Mentions loss of a sibling and thoughts of suicide
He doesn’t remember the night Fritz left, but he imagines it like something out of a movie scene. His brother is spewing gravel and a cloud of dust trails behind him. The horizon is aflame, crowning his blond hair as he flies down the interstate. A postcard arrives from a gas station in Nevada, which is so out of character it fits. There is no evidence to confirm Frank’s version of events. He’s thirteen years old with a hand cupped against the telephone receiver, struggling to hear Fritz above the static and the intermittent announcements from a disembodied voice. He always liked remembering him as something larger than life, as if he wasn’t at an airport with too few quarters and expecting Frank to clean up the mess he left behind.
The postcard is from a souvenir shop and it’s everything Fritz is. Perfect penmanship, misspellings, a series of disjointed thoughts that hide his true intentions. It’s an apology for the bruises Frank bore in his name. Now he’s drunk-drunk with Dad’s arms around him, trying to sort the good from the bad. Where did everything go wrong? The news registers in the same staccato as that airport conversation. Fritz. Accident. Body unrecognizable. None of his newfound friends missed him, did they?
Nobody reported him missing because everybody knew Fritz disappeared for days at a time, returning with a hangover from hell and none of the money he owed them. His motorcycle, his baby, like a crumpled beer can on the side of the road. Frank’s nose is red. Next to Elvis, Fritz is the closest thing he has to God. He crosses his legs at the ankles and tucks his cigarettes into his shirt sleeve like Fritz taught him. Voice slow, drawled, unaffected. Fritz wanted to be a movie star. Frank wanted to be somebody who didn’t wear his heart on his sleeve, who treated love like an inconvenience and never allowed himself to get hurt. He never learned how to be that person. He sleeps on our buttercup yellow sofa. Dad tucks a blanket beneath his arms. He leaves a glass of water and aspirin for when Frank wakes up.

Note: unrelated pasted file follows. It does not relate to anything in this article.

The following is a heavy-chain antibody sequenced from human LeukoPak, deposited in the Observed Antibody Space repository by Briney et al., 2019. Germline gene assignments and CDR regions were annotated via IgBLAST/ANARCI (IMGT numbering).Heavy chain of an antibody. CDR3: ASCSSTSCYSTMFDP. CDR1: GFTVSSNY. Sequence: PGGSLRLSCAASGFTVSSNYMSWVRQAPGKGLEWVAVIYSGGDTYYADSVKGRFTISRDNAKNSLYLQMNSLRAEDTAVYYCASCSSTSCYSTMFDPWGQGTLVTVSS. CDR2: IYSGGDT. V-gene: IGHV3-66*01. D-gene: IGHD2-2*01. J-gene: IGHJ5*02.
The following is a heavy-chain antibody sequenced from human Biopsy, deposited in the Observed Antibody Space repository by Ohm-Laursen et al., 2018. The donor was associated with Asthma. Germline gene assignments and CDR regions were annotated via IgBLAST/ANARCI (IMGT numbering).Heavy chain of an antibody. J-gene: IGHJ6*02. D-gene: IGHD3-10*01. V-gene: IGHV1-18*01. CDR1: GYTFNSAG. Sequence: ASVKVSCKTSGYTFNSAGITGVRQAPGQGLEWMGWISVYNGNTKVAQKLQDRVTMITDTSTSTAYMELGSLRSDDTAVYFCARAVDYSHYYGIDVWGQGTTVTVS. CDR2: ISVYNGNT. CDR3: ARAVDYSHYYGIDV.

Morning comes too quickly. He blinks away the sun and tells the story of when Fritz was still his big brother. Nothing less, nothing more. He laid down on the concrete beside Frank and watched the clouds transforming overhead. Frank thought it as magical as wish flowers or shooting stars or somebody who dared listen long enough to everything he had to say. His teeth are gritted against the headache. He’s nauseous and afraid, yet he needs to hold onto these moments when Fritz is still technically a part of the world. Three days. Frank is a mashup of superstition and the rare occasions they went to church. If Jesus took three days to ascend to Heaven, then his brother’s spirit must still be here. Frank is lying in the driveway with an arm tucked beneath his head, searching for signs of him.
“I don’t know what I’m supposed to feel.” He confesses, turning his face away from me. “I always thought… I thought… I don’t know what I thought. Why didn’t he come back?”